I downloaded the abstracts for all 43 PubMed research papers and as I was reading through them, I got sad, and happy, and sad again and slipped into the: remember when he was typical?

This holiday season has been exceptionally brutal on that front. Not sure why. Maybe it started with a video Glenn found of the kids opening and playing with the Christmas presents and each other. I watched Bug tugging on Taylor and her squealing with delight. He would tickle her and let her get away, only to go grab her again. She loved it. We loved it. We were that happy, normal family. One boy, one girl and clueless.

Maybe it started with me listening to Ava and Aiden getting better at speaking, at swearing and being adorable and me...always looking for what may signal something is amiss.

It's the bane of having an oldest child with a different, more complex, medical need. Especially one that, seemingly sprang from nowhere. One year he was eating his birthday cake with a fork, very carefully, with little to no mess and then next...he wouldn't even look at the cake. Or his presents. Or his sister. Or me.

Every Christmas, I torture myself and think that maybe this is year he WILL open his presents again. Maybe this is the year he will hand people their own presents with a smile. I think MAYBE this is the year for....a Christmas miracle.

And then Christmas morning arrives, the littles gleefully jump up and down at their treasured presents (for hopefully at least a week or two) and then I go get dressed and cry. Yep, I admit it. Every Christmas since he was 5. I will try not to that this Christmas, I will try to keep my eyes on the joy of the children, the family, and Bug. I will try. I guess, that would be my Christmas miracle, the only one it seems I will get a shot at for the next few years.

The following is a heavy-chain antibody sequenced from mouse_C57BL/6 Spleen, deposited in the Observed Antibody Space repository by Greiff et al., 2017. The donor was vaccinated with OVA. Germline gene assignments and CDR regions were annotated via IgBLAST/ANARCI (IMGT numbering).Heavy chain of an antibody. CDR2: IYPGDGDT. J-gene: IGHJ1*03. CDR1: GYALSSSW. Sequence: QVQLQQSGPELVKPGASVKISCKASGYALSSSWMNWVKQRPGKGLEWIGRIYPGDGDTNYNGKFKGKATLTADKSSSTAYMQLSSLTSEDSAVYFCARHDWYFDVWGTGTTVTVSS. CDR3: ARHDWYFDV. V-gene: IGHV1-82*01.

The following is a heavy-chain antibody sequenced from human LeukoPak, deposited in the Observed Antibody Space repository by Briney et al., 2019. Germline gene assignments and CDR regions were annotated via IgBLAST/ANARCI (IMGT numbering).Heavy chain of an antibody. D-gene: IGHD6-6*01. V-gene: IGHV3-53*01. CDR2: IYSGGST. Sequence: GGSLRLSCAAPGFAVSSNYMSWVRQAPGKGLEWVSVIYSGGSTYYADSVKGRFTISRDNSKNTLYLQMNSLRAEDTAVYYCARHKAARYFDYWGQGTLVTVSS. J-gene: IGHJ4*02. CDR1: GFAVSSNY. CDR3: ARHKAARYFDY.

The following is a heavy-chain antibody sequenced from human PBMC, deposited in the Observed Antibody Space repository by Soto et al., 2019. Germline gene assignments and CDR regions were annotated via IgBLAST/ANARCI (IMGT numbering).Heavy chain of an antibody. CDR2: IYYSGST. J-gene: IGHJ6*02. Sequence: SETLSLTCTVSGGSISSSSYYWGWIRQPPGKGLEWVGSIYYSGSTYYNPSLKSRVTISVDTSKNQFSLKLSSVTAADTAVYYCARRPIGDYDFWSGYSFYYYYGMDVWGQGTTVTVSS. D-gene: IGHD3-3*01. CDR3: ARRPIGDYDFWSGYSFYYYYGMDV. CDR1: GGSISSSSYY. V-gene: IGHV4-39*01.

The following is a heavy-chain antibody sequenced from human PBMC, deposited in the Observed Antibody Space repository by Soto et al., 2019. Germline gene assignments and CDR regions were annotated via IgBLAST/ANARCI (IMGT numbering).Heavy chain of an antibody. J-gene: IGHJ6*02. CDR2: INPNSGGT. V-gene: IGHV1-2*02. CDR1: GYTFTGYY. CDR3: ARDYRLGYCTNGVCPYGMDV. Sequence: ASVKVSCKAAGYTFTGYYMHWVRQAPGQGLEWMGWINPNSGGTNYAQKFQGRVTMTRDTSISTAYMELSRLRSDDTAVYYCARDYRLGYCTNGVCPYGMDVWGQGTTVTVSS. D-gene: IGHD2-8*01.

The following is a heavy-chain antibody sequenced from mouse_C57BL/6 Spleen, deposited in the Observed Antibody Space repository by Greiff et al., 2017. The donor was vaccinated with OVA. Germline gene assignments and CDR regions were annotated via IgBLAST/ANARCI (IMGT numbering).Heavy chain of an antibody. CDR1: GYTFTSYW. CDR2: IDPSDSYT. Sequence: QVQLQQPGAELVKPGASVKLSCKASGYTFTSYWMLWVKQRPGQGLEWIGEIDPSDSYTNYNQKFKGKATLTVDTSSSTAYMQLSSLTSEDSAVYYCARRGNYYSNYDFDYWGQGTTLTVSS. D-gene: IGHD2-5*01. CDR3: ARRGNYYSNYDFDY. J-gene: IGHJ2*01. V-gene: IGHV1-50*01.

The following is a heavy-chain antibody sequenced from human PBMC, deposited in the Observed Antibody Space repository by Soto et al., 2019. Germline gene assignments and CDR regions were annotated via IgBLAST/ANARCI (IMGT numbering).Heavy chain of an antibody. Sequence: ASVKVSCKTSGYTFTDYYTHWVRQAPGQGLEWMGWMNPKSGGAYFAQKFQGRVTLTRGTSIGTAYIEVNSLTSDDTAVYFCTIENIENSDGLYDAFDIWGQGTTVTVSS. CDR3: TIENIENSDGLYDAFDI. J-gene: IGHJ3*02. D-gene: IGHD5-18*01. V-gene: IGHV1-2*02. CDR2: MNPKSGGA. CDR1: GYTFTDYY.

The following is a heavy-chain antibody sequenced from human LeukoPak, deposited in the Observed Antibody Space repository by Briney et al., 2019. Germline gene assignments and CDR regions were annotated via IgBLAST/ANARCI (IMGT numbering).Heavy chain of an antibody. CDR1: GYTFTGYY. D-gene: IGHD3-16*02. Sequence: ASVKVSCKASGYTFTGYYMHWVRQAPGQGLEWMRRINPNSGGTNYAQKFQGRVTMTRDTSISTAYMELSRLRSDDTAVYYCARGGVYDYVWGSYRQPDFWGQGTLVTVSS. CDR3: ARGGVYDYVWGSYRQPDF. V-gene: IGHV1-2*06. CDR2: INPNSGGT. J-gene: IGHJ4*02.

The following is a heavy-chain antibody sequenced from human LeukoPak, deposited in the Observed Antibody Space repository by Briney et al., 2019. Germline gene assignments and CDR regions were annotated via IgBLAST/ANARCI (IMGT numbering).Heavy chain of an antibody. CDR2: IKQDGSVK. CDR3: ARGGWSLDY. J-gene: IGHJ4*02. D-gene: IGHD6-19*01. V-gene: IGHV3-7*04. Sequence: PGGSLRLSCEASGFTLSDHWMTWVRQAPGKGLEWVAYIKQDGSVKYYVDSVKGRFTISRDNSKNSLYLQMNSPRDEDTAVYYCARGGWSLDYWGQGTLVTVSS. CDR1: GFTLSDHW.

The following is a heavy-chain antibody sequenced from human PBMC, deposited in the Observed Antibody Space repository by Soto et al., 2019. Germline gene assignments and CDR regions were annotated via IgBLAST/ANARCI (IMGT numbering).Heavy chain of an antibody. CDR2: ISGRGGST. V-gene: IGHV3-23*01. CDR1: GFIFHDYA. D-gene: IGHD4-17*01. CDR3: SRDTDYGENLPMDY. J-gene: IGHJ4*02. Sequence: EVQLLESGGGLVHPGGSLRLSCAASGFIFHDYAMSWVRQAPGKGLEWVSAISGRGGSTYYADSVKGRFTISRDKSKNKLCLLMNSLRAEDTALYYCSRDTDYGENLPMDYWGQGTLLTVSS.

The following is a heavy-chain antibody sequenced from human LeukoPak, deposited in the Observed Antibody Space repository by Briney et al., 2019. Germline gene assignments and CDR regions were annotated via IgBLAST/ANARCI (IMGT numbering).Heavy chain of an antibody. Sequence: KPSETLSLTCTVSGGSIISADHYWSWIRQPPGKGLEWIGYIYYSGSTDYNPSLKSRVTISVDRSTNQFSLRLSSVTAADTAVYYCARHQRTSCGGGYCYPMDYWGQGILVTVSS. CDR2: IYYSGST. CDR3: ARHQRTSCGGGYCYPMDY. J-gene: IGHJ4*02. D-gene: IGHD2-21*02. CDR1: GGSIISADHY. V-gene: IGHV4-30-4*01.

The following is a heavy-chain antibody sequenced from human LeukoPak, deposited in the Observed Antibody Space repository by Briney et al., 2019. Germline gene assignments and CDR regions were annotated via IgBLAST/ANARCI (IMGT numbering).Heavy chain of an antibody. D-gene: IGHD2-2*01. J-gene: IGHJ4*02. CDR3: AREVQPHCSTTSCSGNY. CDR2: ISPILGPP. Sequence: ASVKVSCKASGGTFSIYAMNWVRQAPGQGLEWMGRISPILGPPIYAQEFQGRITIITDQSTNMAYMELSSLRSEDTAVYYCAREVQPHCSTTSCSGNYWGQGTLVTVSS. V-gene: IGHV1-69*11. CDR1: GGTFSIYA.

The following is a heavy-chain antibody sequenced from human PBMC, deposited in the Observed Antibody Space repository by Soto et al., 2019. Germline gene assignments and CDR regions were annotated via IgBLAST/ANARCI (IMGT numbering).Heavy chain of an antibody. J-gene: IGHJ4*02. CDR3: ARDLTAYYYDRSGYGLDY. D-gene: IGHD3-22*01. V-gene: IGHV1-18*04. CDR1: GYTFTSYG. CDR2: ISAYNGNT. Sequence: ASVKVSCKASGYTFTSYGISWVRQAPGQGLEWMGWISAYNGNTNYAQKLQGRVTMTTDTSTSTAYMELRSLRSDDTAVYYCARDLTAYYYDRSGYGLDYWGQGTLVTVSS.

Don't get me wrong, I love watching all of my children enjoying the magic of Christmas, and in the moment, it is all about their excitement, their happiness at watching people open the gifts they picked out for them, not just what they received. There are a lot of laughs. It's just that ever-constant ache at missing my boy still, the ache I haven't ever truly gotten over it seems.



What a Seizure looks like (Graphic Content Included)



Free online tools to provide people living with epilepsy and their doctors with a better understanding of the relationship between seizure activity and anti-epileptic medication dosages. Reports generated on include detail graphing capabilities and are easily sharable with caregivers.

Diamond Potential Awareness Award

Diamond Potential Awareness Award
Thank you Holly at Diamond Potential for this award. Awareness leads to understanding and acceptance. And let's face it, we all need to feel accepted for who we are. The battle has just begun!